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Marine AFR

Understanding AFR

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I build engines for boats both N/A & blown. Some of the blown engines have a intercooler and some don't. We typically do not use an intercooler unless we will be over 5psi boost, & we never exceeded 12psi. On a N/A engine I typically target a 13:1 AFR at WOT &13.5 - 14 in the idle and lesser load areas. On a blown engine I have been targeting a 11.3:1 at WOT and the areas below the transition are similar to a N/A engine. I'm just curious what you would be targeting in these conditions? These are all big block chevy engines and most are in speed boats. The thing is that most boaters do not understand the stress that a boat puts on an engine, & they will run WOT for an hour or more. Also when I target an AFR on out engine dyno and everything looks great, as soon as the engine goes in the boat the AFR will be at least a point richer. So from a 13:1 on the dyno to a 12:1 in the boat on the same tune. I have not been able to figure this out yet. What are your thoughts?

I'd suggest that your targets are probably quite smart given the way an engine can be run under full load for extended periods of time in a marine application. You're probably sacrificing a little power but if that provides reliability then I'd be happy with the sacrifice. The only reason I can think of that you're seeing the AFR move that much richer on the water would be because of some change in conditions compared to your dyno. If you're running water into the exhaust system and then having this exit at or below the water line then this could be the explanation as the exhaust back pressure would be higher than what you're seeing on the dyno.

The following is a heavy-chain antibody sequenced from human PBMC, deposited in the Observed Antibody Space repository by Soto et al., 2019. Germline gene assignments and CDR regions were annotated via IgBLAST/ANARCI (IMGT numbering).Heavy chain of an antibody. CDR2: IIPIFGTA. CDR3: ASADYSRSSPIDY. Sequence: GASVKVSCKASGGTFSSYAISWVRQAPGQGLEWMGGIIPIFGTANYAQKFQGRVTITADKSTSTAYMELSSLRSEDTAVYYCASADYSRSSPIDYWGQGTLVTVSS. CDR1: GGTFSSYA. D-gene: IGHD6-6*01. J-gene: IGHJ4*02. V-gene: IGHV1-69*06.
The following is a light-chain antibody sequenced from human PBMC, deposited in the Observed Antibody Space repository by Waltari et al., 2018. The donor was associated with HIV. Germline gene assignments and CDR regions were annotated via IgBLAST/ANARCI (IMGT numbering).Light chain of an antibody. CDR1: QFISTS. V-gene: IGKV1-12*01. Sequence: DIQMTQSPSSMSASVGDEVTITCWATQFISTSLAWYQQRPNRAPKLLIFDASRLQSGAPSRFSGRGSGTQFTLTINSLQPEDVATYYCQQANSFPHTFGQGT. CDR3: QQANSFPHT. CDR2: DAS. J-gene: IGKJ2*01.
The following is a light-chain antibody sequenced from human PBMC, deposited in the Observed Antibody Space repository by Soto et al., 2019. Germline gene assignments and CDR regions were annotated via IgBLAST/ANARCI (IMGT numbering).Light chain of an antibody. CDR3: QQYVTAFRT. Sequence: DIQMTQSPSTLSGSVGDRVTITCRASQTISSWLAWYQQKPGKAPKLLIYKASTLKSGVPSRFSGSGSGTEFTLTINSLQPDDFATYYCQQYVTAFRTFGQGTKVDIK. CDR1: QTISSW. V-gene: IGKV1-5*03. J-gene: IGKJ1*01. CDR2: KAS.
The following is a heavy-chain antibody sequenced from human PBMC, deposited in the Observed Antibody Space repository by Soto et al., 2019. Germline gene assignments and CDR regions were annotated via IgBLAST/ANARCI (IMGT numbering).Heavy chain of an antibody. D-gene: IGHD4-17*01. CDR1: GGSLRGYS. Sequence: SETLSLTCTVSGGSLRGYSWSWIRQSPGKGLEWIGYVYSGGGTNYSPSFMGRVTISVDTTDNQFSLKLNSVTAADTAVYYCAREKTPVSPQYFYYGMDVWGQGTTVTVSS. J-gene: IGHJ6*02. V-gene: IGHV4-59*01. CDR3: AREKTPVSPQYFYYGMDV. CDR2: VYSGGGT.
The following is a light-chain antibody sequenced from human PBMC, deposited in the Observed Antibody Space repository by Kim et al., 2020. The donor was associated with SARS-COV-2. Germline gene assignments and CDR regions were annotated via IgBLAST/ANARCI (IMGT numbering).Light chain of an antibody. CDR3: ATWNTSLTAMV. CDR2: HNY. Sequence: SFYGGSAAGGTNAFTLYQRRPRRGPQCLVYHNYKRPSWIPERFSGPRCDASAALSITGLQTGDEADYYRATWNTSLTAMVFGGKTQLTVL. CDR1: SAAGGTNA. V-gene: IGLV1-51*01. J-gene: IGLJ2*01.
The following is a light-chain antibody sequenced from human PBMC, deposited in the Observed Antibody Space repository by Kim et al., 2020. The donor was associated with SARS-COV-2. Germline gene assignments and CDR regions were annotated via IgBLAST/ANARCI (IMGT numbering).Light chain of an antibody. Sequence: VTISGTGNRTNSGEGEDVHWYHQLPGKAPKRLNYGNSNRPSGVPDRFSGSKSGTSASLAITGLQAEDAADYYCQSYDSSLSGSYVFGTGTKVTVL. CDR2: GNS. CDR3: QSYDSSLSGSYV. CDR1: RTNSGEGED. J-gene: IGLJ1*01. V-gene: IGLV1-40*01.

I had the same thought about the wet exhaust so I built wet tails for the dyno. I still have the same results with wet exhaust as I did with dry exhaust. I have talked to other marine engine builders and they say that they have the same results.

Are these intakes open to atmosphere or under cowls?

How does fuel and coolant/intake manifold temp compare in the boat?

I'm sorry that I am so late back to this. We have fixed the issue that we were having. We bought all new Rottler equipment and started doing our own machine work. Now that we have done that our AFRs are the same on the water as they were on the dyno. We believe that this is due to having the proper cylinder wall finish, as we no longer have any blow by or low oil pressure issues either.